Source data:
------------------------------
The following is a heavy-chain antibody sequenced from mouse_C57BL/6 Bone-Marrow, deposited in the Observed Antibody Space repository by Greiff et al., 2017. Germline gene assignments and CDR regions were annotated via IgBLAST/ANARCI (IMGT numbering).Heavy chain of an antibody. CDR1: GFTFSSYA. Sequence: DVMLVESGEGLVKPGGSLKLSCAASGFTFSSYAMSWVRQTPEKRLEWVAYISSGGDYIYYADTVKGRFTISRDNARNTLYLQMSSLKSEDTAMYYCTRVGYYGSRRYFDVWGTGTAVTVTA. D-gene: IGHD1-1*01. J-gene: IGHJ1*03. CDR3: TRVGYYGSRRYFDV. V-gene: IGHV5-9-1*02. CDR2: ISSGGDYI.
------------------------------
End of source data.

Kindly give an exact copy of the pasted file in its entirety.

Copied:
The following is a heavy-chain antibody sequenced from mouse_C57BL/6 Bone-Marrow, deposited in the Observed Antibody Space repository by Greiff et al., 2017. Germline gene assignments and CDR regions were annotated via IgBLAST/ANARCI (IMGT numbering).Heavy chain of an antibody. CDR1: GFTFSSYA. Sequence: DVMLVESGEGLVKPGGSLKLSCAASGFTFSSYAMSWVRQTPEKRLEWVAYISSGGDYIYYADTVKGRFTISRDNARNTLYLQMSSLKSEDTAMYYCTRVGYYGSRRYFDVWGTGTAVTVTA. D-gene: IGHD1-1*01. J-gene: IGHJ1*03. CDR3: TRVGYYGSRRYFDV. V-gene: IGHV5-9-1*02. CDR2: ISSGGDYI.